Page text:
Tamulevich Artist ManagementProud to represent some of the most significant voices in acoustic music
“Stephen Wade is arguably the best nongrass five-string banjo player around. His loyal following includes people who saw Banjo Dancing, his one-man stage show created from folksongs, stories, banjo tunes, and his own personal insights. Among other venues, he presented it nightly at Washington’s Arena Stage for ten years, before his On the Way Home succeeded it for several more. The Beautiful Music All Around Us, his widely-acclaimed book, includes the origins of “Rock Island Line,” “Goodbye, Old Paint,” and “Bonaparte’s Retreat,” and demonstrates that the stories behind them can be as absorbing as the songs themselves.” – BLUEGRASS UNLIMITED
“A man of rare ability; a one-of-a-kind all-American original.”– WALL STREET JOURNAL
“Wade is a phenomenon, a curly-haired, gentle voiced enthusiast in a crumpled suit … nor is he sentimental: just in love with his old banjo and all those sad, sardonic, stories he can tell to it” – THE TIMES (LONDON)
“He’s a kind of people’s court jester, an archivist who puts us at ease with our folk heritage, making us feel at home with the tales and melodies he’s collected as if they were our personal heirlooms. He is, in a way, a walking, talking banjo himself.” – SAN FRANCISCO EXAMINER
“An impassioned banjoist, a nimbly authoritative clog dancer, a soulful singer of folk music and an enthralling tall tale raconteur … a wondrous artist, this Stephen Wade.” – TIME MAGAZINE
“Mr. Wade is a one-man-band, folklore society, history museum, and beguiling tale spinner … the sweetest way I know to access an earlier America of steam trains, riverboats, street-corner salesmen, backwoods and a vast, awe-inspiring wilderness. Without hokey folksiness, Mr. Wade can fuse his stories with his music to produce a thrilling theatrical entertainment.” – DALLAS MORNING NEWS
“Among the enduring Washington institutions- the Lincoln Memorial, the White House, the inaugural parade- it will soon be necessary to include Stephen Wade.” – WASHINGTON POST
The Sky’s the Limit: Tall Tales and Traditional Tunes
In this new stage piece, Stephen Wade threads American story and song from the old frontier to the present day. The program anchors in his decades-long contact with the Federal Writers’ Project and allied Depression-era cultural initiatives. With step-dancing, singing, spoken word, five-string banjo, and guitar playing, the performance fuses comedy with virtuosity. “Stephen Wade, bubbling with larger-than-life expressiveness, telling tall tales to a vigorous banjo accompaniment.” (New York Times)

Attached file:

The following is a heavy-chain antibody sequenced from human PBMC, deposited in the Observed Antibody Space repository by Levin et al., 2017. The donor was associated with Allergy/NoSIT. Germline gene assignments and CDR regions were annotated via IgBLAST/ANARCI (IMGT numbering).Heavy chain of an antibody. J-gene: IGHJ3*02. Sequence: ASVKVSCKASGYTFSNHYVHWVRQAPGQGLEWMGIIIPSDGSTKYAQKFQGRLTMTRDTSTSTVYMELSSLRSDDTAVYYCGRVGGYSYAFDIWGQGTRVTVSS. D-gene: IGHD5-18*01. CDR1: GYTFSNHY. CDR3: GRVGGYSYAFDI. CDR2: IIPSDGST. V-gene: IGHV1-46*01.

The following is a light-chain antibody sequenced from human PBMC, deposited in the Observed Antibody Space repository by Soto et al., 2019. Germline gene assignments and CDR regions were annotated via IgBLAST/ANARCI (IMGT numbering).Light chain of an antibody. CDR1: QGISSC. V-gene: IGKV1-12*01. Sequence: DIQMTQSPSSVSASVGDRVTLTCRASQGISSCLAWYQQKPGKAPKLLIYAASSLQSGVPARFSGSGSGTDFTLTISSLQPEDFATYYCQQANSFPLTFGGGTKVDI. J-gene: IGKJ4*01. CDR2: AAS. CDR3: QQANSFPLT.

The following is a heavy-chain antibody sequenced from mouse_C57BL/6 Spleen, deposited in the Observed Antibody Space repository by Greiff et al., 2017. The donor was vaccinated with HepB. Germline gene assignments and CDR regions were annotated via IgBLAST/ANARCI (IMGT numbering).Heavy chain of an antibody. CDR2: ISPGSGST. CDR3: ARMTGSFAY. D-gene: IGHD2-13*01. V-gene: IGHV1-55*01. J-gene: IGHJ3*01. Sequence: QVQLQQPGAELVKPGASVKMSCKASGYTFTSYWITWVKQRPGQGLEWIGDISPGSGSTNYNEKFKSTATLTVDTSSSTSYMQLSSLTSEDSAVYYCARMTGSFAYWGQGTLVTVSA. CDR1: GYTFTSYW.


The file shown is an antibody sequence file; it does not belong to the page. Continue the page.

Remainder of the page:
Across the Amerikee
Across the Amerikee: Showpieces from Coal Camp to Cattle Trail. In this new concert, 2013 Grammy-nominee Stephen Wade marks the release of his latest Smithsonian Folkways album. Best known for his long-running stage show, Banjo Dancing, Wade has spent his life merging scholarship and the creative arts. This concert explores American grassroots traditions from lyric folksong to old-time instrumentals to comic recitations. The Washington Post describes Stephen Wade as a “master of creating compelling narratives that entertain and inform.”
The Beautiful Music All Around Us
Here Stephen Wade focuses on his much-acclaimed book and concert piece, The Beautiful Music All Around Us: Field Recordings and the American Experience. Described as a “masterpiece of humane scholarship—but one that reads like a detective story” (Wall Street Journal), this award-winning book-and-live music presentation details the rich backstories of landmark field recordings undertaken by the Library of Congress in the Southern Appalachians, Mississippi Delta, and the Great Plains. Wade brings to compelling life—in accounts both amusing and evocative—stories, songs, scenes, artifacts, and memories that inhabit this multi-decade journey across the American land. The evening includes a screening of the new trailer for a feature-length film based on The Beautiful Music All Around Us, now in development by Academy Award-winning filmmaker Paul Wagner.
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